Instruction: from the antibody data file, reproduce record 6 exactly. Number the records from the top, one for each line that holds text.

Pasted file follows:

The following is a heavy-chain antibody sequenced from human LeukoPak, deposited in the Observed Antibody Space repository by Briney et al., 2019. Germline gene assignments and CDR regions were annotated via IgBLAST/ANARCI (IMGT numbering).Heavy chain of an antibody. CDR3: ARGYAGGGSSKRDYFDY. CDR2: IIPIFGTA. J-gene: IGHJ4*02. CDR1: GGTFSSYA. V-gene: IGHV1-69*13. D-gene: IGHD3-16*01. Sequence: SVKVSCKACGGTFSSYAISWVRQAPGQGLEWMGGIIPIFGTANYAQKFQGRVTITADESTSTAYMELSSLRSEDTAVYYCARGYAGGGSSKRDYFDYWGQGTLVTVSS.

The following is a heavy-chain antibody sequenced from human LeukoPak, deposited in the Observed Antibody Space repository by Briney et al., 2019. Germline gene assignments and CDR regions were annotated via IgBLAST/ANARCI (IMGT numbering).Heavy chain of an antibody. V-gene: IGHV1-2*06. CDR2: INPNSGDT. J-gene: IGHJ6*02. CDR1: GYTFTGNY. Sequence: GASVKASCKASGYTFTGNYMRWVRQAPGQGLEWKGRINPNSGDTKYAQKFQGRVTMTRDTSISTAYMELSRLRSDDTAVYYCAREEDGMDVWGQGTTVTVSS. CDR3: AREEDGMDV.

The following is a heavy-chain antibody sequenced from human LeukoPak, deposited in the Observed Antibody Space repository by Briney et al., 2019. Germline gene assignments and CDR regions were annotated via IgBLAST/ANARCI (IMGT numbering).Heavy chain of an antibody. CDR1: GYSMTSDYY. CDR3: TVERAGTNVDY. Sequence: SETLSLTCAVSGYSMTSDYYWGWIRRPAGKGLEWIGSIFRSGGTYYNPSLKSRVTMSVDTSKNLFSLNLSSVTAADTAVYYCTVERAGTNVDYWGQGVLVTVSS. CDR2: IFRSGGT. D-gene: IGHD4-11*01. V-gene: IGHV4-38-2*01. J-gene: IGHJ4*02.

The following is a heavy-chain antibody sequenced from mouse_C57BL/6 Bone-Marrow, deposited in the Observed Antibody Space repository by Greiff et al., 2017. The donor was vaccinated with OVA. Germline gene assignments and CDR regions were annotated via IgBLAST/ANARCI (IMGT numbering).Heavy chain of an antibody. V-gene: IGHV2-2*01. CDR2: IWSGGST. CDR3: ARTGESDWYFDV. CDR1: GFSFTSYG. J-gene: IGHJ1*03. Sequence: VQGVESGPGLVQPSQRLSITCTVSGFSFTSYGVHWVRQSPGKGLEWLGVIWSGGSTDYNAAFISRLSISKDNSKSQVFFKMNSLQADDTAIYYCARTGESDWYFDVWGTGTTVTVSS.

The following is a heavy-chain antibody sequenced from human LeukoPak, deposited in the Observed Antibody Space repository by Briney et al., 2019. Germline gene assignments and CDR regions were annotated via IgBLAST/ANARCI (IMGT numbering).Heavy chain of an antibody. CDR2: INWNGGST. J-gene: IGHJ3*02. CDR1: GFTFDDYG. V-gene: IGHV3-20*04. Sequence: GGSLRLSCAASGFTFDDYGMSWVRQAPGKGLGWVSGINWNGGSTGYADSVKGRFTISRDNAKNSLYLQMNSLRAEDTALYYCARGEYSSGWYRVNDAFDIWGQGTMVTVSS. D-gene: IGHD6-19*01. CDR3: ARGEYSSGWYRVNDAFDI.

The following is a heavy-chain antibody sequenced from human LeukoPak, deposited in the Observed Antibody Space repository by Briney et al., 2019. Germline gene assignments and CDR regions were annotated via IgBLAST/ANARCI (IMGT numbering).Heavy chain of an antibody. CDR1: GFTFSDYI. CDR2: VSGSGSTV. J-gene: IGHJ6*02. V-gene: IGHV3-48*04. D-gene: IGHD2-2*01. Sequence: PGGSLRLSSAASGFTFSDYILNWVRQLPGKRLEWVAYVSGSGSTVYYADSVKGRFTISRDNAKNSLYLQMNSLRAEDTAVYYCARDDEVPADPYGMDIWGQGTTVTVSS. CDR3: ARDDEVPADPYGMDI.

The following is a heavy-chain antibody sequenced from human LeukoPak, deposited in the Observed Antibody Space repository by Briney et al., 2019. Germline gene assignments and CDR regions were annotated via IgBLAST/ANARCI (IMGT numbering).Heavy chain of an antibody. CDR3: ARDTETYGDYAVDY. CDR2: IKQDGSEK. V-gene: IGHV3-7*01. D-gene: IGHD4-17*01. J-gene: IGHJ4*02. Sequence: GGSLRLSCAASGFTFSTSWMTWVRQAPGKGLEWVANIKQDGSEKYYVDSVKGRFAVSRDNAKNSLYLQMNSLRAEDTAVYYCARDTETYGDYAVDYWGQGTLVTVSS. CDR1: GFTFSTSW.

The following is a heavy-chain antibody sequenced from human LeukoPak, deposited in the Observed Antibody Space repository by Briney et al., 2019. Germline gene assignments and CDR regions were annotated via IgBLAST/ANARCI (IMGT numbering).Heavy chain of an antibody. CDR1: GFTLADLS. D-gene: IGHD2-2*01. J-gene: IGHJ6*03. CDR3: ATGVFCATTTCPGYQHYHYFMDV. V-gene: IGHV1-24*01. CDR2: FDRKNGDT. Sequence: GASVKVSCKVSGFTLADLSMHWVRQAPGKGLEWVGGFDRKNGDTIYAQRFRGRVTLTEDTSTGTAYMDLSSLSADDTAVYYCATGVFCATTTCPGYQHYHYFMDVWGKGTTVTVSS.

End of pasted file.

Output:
The following is a heavy-chain antibody sequenced from human LeukoPak, deposited in the Observed Antibody Space repository by Briney et al., 2019. Germline gene assignments and CDR regions were annotated via IgBLAST/ANARCI (IMGT numbering).Heavy chain of an antibody. CDR1: GFTFSDYI. CDR2: VSGSGSTV. J-gene: IGHJ6*02. V-gene: IGHV3-48*04. D-gene: IGHD2-2*01. Sequence: PGGSLRLSSAASGFTFSDYILNWVRQLPGKRLEWVAYVSGSGSTVYYADSVKGRFTISRDNAKNSLYLQMNSLRAEDTAVYYCARDDEVPADPYGMDIWGQGTTVTVSS. CDR3: ARDDEVPADPYGMDI.